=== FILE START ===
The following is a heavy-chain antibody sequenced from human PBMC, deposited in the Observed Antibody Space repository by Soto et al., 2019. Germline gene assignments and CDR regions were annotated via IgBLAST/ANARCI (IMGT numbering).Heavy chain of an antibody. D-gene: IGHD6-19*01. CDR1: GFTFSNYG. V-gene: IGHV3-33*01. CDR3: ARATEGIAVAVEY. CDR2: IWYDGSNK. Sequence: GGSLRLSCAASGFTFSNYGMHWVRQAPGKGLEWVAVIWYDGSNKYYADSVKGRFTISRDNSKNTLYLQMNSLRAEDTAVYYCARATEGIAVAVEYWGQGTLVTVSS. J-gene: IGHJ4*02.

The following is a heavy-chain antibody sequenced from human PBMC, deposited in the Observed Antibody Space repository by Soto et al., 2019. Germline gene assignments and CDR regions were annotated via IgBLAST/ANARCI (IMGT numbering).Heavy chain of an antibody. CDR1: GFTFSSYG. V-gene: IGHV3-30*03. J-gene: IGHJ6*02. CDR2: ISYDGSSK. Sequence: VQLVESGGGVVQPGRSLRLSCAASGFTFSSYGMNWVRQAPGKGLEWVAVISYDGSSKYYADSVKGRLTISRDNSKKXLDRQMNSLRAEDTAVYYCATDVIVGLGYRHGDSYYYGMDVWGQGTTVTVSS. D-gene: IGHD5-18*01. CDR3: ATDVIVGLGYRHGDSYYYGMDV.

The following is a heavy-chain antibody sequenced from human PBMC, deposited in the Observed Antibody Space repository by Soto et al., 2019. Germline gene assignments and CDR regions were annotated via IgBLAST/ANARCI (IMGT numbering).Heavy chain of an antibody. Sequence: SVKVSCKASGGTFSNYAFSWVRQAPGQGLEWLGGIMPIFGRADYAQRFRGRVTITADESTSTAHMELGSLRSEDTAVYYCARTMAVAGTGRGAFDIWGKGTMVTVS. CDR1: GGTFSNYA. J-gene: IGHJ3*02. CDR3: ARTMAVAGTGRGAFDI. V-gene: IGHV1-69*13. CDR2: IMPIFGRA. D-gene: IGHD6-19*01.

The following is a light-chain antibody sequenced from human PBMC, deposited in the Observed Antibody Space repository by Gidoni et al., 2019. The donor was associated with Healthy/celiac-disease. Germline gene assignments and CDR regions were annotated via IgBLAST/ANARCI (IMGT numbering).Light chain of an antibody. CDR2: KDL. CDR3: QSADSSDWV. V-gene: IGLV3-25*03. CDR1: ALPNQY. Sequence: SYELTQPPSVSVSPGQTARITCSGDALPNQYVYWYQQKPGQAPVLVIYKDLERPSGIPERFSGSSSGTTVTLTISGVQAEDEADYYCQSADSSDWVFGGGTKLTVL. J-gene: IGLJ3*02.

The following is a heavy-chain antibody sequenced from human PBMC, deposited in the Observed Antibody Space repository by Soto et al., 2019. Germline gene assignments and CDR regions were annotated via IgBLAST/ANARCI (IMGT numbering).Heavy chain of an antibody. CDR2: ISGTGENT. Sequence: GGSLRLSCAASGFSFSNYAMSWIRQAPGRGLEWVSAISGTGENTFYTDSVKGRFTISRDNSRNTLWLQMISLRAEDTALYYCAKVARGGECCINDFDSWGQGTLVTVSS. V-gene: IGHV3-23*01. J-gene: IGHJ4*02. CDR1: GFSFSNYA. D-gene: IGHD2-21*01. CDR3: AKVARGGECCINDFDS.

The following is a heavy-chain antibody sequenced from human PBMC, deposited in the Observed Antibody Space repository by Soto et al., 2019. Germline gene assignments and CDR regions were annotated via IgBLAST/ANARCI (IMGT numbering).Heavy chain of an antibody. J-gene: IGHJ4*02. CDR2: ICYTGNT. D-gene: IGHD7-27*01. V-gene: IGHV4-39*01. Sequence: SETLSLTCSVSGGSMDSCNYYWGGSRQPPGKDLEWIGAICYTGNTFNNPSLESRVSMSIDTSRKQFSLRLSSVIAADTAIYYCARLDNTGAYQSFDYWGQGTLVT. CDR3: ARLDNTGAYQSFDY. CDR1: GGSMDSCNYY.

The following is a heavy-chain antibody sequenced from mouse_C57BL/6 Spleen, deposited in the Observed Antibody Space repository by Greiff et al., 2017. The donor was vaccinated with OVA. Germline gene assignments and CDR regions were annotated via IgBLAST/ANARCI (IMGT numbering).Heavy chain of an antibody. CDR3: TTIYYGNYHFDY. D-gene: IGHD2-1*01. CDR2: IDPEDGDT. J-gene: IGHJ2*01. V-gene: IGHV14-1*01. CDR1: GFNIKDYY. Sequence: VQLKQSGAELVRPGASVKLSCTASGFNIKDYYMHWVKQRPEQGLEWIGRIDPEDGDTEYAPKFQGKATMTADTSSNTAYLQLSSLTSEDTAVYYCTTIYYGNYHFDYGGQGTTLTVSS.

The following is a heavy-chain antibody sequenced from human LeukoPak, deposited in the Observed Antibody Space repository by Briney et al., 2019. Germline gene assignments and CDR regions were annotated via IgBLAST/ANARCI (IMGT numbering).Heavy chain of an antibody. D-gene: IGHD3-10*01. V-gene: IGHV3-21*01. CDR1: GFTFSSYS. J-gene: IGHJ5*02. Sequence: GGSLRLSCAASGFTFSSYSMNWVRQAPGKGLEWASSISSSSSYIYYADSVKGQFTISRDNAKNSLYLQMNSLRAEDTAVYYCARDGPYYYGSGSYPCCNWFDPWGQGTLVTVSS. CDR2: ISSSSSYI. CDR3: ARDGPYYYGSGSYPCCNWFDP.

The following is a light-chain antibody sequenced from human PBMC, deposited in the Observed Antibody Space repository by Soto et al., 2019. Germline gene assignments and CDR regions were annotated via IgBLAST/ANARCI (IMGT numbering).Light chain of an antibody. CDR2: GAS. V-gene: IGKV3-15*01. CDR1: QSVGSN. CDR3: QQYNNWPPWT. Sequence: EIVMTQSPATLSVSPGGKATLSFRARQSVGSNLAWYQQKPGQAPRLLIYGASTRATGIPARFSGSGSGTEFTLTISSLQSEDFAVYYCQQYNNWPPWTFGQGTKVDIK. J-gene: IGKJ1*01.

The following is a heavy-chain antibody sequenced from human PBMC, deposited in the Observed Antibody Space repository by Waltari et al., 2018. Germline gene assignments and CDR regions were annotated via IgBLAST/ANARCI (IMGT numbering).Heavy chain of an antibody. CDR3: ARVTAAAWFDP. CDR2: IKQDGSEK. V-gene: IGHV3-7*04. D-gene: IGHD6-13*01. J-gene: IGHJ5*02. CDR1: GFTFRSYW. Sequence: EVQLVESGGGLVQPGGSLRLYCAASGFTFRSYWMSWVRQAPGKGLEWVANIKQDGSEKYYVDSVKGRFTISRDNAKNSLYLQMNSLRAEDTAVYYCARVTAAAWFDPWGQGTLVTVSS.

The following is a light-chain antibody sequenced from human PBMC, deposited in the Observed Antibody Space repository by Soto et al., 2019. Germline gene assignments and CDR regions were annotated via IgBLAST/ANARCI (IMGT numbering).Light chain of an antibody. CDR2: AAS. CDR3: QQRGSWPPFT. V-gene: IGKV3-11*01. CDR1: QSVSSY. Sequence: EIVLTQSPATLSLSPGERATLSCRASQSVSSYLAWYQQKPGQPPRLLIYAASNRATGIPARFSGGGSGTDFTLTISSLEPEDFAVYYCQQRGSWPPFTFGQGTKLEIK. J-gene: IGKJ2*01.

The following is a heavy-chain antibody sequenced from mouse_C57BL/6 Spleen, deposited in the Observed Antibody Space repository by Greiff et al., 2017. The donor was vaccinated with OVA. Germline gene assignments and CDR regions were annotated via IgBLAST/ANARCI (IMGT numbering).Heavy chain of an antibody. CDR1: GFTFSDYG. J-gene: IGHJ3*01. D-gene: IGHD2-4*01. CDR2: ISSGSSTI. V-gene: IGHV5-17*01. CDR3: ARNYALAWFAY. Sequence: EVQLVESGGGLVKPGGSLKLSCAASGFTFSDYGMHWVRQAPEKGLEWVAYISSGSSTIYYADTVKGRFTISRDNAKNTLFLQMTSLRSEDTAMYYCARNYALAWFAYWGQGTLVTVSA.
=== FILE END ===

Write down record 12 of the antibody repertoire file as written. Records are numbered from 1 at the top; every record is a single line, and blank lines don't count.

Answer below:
The following is a heavy-chain antibody sequenced from mouse_C57BL/6 Spleen, deposited in the Observed Antibody Space repository by Greiff et al., 2017. The donor was vaccinated with OVA. Germline gene assignments and CDR regions were annotated via IgBLAST/ANARCI (IMGT numbering).Heavy chain of an antibody. CDR1: GFTFSDYG. J-gene: IGHJ3*01. D-gene: IGHD2-4*01. CDR2: ISSGSSTI. V-gene: IGHV5-17*01. CDR3: ARNYALAWFAY. Sequence: EVQLVESGGGLVKPGGSLKLSCAASGFTFSDYGMHWVRQAPEKGLEWVAYISSGSSTIYYADTVKGRFTISRDNAKNTLFLQMTSLRSEDTAMYYCARNYALAWFAYWGQGTLVTVSA.